“It will depend a lot on how the government reacts to the demonstrations; whether they employ many military forces to repress the population or not,” the Belarusian artist says. Meanwhile, the self-organized movement is waiting for the internet to work again to organize protests. “People are afraid to take to the streets because they don’t know what can happen. Those who do bring everything necessary with them, because they know they can always get arrested. You never know if you’ll be detained for a day, two days or more. And you could face very harsh sentences of 7 years or more.”
Supporters of independent candidates have been protesting for two months while the regime was repressing them. “At the beginning of the campaign, the protests were peaceful: people demonstrated mainly to support the registration of new candidates. But then the police began to arrest a lot of people,” Tasha concludes.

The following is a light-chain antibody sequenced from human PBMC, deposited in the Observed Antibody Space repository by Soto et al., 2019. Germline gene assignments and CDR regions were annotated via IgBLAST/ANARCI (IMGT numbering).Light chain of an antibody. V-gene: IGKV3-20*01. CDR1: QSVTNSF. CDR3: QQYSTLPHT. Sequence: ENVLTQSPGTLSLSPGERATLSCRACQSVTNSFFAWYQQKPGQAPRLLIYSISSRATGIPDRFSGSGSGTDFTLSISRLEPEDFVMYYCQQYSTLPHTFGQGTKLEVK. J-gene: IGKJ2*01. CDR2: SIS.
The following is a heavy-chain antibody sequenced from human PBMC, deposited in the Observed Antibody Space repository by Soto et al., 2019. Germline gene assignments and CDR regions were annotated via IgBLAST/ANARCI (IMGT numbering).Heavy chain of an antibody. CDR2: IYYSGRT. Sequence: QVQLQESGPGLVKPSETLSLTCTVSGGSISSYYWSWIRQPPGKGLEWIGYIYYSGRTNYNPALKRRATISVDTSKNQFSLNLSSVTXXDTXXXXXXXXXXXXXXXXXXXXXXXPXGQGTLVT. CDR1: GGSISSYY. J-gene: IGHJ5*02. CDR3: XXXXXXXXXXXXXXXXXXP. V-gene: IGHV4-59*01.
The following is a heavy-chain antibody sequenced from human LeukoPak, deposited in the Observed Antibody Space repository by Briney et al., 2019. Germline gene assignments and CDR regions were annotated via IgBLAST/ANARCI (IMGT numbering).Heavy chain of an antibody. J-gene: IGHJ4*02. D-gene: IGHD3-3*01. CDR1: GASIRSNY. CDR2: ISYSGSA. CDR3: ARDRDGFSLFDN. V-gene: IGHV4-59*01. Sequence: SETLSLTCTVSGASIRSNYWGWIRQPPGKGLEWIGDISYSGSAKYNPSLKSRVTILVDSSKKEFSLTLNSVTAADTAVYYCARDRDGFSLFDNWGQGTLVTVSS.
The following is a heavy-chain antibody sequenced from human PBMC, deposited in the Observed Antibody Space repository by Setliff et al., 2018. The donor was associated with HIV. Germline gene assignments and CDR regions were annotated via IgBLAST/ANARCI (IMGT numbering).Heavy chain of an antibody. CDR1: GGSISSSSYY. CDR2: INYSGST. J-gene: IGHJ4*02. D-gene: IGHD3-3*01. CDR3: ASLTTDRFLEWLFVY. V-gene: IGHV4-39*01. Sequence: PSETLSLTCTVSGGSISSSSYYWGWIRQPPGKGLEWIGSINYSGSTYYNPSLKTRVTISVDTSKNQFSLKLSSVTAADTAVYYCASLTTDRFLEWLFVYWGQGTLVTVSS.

It seems certain that the protests will go on in Minsk. So far more than 6000 people have been arrested, according to the Belarusian Minister of Interior. Witnesses like Tasha say that some people – such as journalists and bus drivers – got injured even though they were not taking part in the demonstrations. One of them is NRC journalist Emilie van Outeren, who was shot in the thigh while reporting anti-government demonstrations in the capital city. She has been the Dutch newspaper’s main correspondent in Eastern Europe for the last 18 months. She had to go back to the Netherlands because of her injury.
What does the Dutch government say?
The Dutch Government is concerned about the elections in Belarus and the increase in police violence. However, it did not comment on the election results.
Foreign Affairs Minister Stef Blok said in the Parliament that, according to the information now available, “the elections were neither free nor fair”. Blok said that the Dutch government is monitoring the situation, together with other EU Member States. “We need to proceed step-by-ste
p, slowly increasing pressure on the Belarusian authorities,” he said. The EU’s Head of Foreign Affairs Josep Borrell also sees it that way.
However, some members of the Dutch Parliament think it’s not enough. Sjoerd Sjoerdsma, MEP of D66 party, said that “trivialities are not appropriate”. Christian Democrat MEP Pieter Omtzigt asked the EU “to take a stand,” he said, “either with Lukashenko or Tikhanovskaya.”